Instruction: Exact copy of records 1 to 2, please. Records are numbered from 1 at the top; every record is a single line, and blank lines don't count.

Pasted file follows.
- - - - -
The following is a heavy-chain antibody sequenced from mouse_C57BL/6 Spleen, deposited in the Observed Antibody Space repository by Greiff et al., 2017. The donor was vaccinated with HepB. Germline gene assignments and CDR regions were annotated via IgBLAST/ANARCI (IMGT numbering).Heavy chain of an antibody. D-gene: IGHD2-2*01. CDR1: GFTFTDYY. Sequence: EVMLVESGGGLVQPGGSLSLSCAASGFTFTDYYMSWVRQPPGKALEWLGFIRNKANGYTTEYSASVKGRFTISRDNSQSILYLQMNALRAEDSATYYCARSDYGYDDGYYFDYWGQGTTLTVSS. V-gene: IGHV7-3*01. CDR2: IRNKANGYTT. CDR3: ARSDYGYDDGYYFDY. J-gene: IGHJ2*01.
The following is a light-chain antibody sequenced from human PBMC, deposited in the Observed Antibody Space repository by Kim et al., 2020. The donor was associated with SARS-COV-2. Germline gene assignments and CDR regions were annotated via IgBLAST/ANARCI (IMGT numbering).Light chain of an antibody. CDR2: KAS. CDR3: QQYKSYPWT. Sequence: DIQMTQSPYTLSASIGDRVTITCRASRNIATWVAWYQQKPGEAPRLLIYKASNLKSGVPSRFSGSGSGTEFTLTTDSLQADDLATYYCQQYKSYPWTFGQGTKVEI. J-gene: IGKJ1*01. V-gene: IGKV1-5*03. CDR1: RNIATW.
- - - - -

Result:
The following is a heavy-chain antibody sequenced from mouse_C57BL/6 Spleen, deposited in the Observed Antibody Space repository by Greiff et al., 2017. The donor was vaccinated with HepB. Germline gene assignments and CDR regions were annotated via IgBLAST/ANARCI (IMGT numbering).Heavy chain of an antibody. D-gene: IGHD2-2*01. CDR1: GFTFTDYY. Sequence: EVMLVESGGGLVQPGGSLSLSCAASGFTFTDYYMSWVRQPPGKALEWLGFIRNKANGYTTEYSASVKGRFTISRDNSQSILYLQMNALRAEDSATYYCARSDYGYDDGYYFDYWGQGTTLTVSS. V-gene: IGHV7-3*01. CDR2: IRNKANGYTT. CDR3: ARSDYGYDDGYYFDY. J-gene: IGHJ2*01.
The following is a light-chain antibody sequenced from human PBMC, deposited in the Observed Antibody Space repository by Kim et al., 2020. The donor was associated with SARS-COV-2. Germline gene assignments and CDR regions were annotated via IgBLAST/ANARCI (IMGT numbering).Light chain of an antibody. CDR2: KAS. CDR3: QQYKSYPWT. Sequence: DIQMTQSPYTLSASIGDRVTITCRASRNIATWVAWYQQKPGEAPRLLIYKASNLKSGVPSRFSGSGSGTEFTLTTDSLQADDLATYYCQQYKSYPWTFGQGTKVEI. J-gene: IGKJ1*01. V-gene: IGKV1-5*03. CDR1: RNIATW.